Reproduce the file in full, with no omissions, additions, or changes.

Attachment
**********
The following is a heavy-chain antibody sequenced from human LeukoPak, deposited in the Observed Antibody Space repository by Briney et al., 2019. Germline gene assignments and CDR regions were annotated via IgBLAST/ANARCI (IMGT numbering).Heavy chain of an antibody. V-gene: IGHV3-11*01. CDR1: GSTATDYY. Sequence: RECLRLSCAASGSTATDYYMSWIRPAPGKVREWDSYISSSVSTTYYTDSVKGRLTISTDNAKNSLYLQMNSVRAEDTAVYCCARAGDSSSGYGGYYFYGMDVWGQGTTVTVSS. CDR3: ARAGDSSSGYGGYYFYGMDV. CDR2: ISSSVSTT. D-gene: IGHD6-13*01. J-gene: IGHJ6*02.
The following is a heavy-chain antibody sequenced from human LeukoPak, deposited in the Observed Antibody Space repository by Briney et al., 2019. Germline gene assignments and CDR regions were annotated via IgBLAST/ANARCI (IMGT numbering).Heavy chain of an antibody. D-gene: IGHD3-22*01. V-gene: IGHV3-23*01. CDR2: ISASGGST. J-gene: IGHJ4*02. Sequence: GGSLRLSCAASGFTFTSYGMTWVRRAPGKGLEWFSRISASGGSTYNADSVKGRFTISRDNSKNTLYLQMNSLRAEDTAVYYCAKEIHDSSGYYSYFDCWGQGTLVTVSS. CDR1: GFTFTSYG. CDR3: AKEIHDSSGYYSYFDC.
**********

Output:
The following is a heavy-chain antibody sequenced from human LeukoPak, deposited in the Observed Antibody Space repository by Briney et al., 2019. Germline gene assignments and CDR regions were annotated via IgBLAST/ANARCI (IMGT numbering).Heavy chain of an antibody. V-gene: IGHV3-11*01. CDR1: GSTATDYY. Sequence: RECLRLSCAASGSTATDYYMSWIRPAPGKVREWDSYISSSVSTTYYTDSVKGRLTISTDNAKNSLYLQMNSVRAEDTAVYCCARAGDSSSGYGGYYFYGMDVWGQGTTVTVSS. CDR3: ARAGDSSSGYGGYYFYGMDV. CDR2: ISSSVSTT. D-gene: IGHD6-13*01. J-gene: IGHJ6*02.
The following is a heavy-chain antibody sequenced from human LeukoPak, deposited in the Observed Antibody Space repository by Briney et al., 2019. Germline gene assignments and CDR regions were annotated via IgBLAST/ANARCI (IMGT numbering).Heavy chain of an antibody. D-gene: IGHD3-22*01. V-gene: IGHV3-23*01. CDR2: ISASGGST. J-gene: IGHJ4*02. Sequence: GGSLRLSCAASGFTFTSYGMTWVRRAPGKGLEWFSRISASGGSTYNADSVKGRFTISRDNSKNTLYLQMNSLRAEDTAVYYCAKEIHDSSGYYSYFDCWGQGTLVTVSS. CDR1: GFTFTSYG. CDR3: AKEIHDSSGYYSYFDC.